When astronomy professor James Lowenthal and his research colleagues began reviewing new images from the Hubble Space Telescope earlier this year, they couldn’t believe their eyes.
Calculations they’d made helped NASA’s telescope capture images of some of the brightest galaxies in the universe—rare infrared views that could advance scientific knowledge about the origins of massive galaxies.
The images captured other people’s attention, too: When they were unveiled at the American Astronomical Society’s annual conference a few weeks ago, the photos made national news.
“We’ve hit the jackpot,” Lowenthal said, “We now have new views of these rare galaxies that go back close to 12 billon years—about 90 percent of the way to the Big Bang.”
The new images of 22 luminous galaxies, with striking features such as rings and arcs, were made possible by a light-bending effect known as gravitational lensing.
The lensing—which Lowenthal likens to a “cosmic magnifying glass”—occurs when the gravity of a massive galaxy or cluster of galaxies magnifies the light of more distant background sources.
Here’s what else Lowenthal had to say about the Hubble images that he and his colleagues at the University of Massachusetts Amherst and Mexico’s National Institute of Astrophysics, Optics and Electronics. are studying, and how gravitational lensing has shaped his own research on the skies.
What is gravitational lensing, and why is it important to astronomy?
“Einstein predicted more than 100 years ago that massive objects will cause light rays to bend, and the work of astronomers since then has confirmed his theory. In the late 1980s and ’90s, we started taking pictures of clusters of galaxies— masses that are a thousand trillion times the mass of the sun. As we’ve looked in the direction of those clusters, we’ve seen funny shapes. To make an analogy: it’s like sitting in a fancy restaurant with a candle on your table. When you look at the candle through a wine glass, it takes on funny shapes. The bending of the light can provide new information about both the foreground source that’s doing the lensing—the wine glass—and the background source whose image is being distorted.
What is so unusual about the bright galaxies you are now able to see?
“First of all, they are rare—there are only a few dozen of them in the universe. They are also prodigious producers of stars. In the Milky Way, there are perhaps two new stars being produced per year. But these very bright starburst galaxies produce tens of thousands of stars per year. We know that star formation happens in dusty clouds where there is lots of gas present. We’re trying to see what has created these ultra-bright galaxies, what powers them and allows them to be furiously churning gas into stars. Is it a collision of two massive spiral galaxies, a flood of gas—or something else entirely?”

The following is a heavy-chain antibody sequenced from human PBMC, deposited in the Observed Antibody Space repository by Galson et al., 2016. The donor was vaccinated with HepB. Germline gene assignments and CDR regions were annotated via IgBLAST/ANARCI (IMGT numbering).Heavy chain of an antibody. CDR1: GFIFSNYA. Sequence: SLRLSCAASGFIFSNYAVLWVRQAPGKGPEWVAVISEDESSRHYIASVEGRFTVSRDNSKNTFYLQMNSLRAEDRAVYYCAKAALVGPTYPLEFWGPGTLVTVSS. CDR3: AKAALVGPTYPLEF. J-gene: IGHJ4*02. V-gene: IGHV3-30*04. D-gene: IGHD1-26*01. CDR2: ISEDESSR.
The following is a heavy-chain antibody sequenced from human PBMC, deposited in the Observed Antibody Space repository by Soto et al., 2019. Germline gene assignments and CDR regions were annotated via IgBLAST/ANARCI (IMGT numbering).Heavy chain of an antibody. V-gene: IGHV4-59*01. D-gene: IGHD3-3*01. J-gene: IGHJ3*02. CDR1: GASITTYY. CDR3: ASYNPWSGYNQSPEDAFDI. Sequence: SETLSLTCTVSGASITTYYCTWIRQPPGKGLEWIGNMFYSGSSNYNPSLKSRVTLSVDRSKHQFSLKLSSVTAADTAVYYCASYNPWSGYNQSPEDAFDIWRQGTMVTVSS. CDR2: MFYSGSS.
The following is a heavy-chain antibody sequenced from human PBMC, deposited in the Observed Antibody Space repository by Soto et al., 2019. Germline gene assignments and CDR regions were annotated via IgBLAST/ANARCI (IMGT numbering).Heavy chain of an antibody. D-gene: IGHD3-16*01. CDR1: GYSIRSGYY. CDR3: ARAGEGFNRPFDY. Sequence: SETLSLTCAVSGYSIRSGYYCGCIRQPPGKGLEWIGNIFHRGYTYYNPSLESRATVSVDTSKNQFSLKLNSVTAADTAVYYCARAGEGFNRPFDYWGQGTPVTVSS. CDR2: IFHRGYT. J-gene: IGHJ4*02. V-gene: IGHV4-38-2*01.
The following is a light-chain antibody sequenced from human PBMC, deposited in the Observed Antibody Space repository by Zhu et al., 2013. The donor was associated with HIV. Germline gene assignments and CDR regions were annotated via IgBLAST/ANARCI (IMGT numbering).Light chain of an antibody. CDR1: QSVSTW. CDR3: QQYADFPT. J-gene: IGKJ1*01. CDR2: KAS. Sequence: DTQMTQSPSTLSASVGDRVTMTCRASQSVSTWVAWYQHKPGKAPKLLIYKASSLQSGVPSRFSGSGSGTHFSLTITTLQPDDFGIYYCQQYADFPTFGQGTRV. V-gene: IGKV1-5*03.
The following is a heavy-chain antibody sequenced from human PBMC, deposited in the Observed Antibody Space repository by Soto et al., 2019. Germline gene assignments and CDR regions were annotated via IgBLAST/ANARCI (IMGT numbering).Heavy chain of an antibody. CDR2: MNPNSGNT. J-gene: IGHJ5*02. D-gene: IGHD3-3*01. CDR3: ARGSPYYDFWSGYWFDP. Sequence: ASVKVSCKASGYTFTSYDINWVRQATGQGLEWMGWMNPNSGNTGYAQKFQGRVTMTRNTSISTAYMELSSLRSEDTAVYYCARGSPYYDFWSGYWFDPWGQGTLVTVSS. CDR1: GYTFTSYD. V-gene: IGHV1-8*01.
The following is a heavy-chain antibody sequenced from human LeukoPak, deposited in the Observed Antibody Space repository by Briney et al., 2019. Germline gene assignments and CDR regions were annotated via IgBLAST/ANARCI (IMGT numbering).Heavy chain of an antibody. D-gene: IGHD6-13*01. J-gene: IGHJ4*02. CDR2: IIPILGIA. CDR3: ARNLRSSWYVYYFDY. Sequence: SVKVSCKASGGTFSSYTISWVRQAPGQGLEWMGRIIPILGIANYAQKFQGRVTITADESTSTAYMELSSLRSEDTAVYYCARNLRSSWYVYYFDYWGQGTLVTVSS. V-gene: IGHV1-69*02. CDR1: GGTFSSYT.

Do these new telescope images upend any conventional wisdom about the cosmos?
“We don’t know that yet. We’re just starting to wrap our minds around the implications of what we’re seeing. One of the great benefits of this new data set of gravitational lenses is that they act like a natural cosmic magnifying glass. The lensing makes the galaxies appear brighter, and it makes them appear larger so we can see smaller details. The hard part is that we have to unscramble what we’re seeing through the light-bending effect. We have to carefully construct computer models of the lenses themselves— dissect these images for size, shape and color—before we can answer questions about how these galaxies were formed and how they are powered.”
How do you gain access to images from the Hubble Telescope?
“We were fortunate to be awarded time on the telescope. We have proprietary use of the images it collects for us for 12 months, after which time they are released to the public. We’re about two thirds of the way through our sample now. Every couple of weeks, I’ll get an email saying, ‘We are looking at Target #3,’ for example. When I started downloading these images, they were just spectacular. We’ve been sharing them with everyone we know!”
What’s most important to know about this research, and what are your next steps?
“What I find so cool is that we have a new view of the most extreme cases of bright, star-forming galaxies in the universe. We can’t see these ultra-bright galaxies by just pointing randomly at the sky. If we took away the gravitational lensing and asked, ‘Where are the brightest galaxies?’ we’d have a different list. The lensing provides two important benefits: It makes the galaxies appear brighter, and it makes them appear larger so we can see smaller details. For me personally, seeing these images has meant a change of mindset. I didn’t have as intuitive a sense before that almost every one of these galaxies is gravitationally lensed. Bridging the gap between the study of gravitational lensing and that of distant galaxies will hopefully help us better understand the process of galaxy formation.”